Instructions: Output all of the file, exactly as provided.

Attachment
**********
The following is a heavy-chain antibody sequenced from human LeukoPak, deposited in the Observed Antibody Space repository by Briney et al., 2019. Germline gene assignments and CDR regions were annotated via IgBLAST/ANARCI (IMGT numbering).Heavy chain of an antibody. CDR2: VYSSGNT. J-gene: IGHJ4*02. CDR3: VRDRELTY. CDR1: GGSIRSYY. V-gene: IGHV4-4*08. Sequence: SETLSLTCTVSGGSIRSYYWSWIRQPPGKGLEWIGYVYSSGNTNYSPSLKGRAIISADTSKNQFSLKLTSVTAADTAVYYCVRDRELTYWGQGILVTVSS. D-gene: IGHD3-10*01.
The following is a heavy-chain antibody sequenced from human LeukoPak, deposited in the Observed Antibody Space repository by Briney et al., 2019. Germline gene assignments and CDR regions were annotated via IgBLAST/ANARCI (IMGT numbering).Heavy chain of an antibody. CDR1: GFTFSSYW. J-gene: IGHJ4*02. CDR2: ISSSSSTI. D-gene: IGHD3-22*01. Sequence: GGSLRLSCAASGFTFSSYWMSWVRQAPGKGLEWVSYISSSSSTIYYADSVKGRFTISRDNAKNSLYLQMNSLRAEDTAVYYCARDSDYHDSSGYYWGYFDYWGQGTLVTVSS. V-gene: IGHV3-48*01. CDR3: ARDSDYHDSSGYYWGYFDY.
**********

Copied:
The following is a heavy-chain antibody sequenced from human LeukoPak, deposited in the Observed Antibody Space repository by Briney et al., 2019. Germline gene assignments and CDR regions were annotated via IgBLAST/ANARCI (IMGT numbering).Heavy chain of an antibody. CDR2: VYSSGNT. J-gene: IGHJ4*02. CDR3: VRDRELTY. CDR1: GGSIRSYY. V-gene: IGHV4-4*08. Sequence: SETLSLTCTVSGGSIRSYYWSWIRQPPGKGLEWIGYVYSSGNTNYSPSLKGRAIISADTSKNQFSLKLTSVTAADTAVYYCVRDRELTYWGQGILVTVSS. D-gene: IGHD3-10*01.
The following is a heavy-chain antibody sequenced from human LeukoPak, deposited in the Observed Antibody Space repository by Briney et al., 2019. Germline gene assignments and CDR regions were annotated via IgBLAST/ANARCI (IMGT numbering).Heavy chain of an antibody. CDR1: GFTFSSYW. J-gene: IGHJ4*02. CDR2: ISSSSSTI. D-gene: IGHD3-22*01. Sequence: GGSLRLSCAASGFTFSSYWMSWVRQAPGKGLEWVSYISSSSSTIYYADSVKGRFTISRDNAKNSLYLQMNSLRAEDTAVYYCARDSDYHDSSGYYWGYFDYWGQGTLVTVSS. V-gene: IGHV3-48*01. CDR3: ARDSDYHDSSGYYWGYFDY.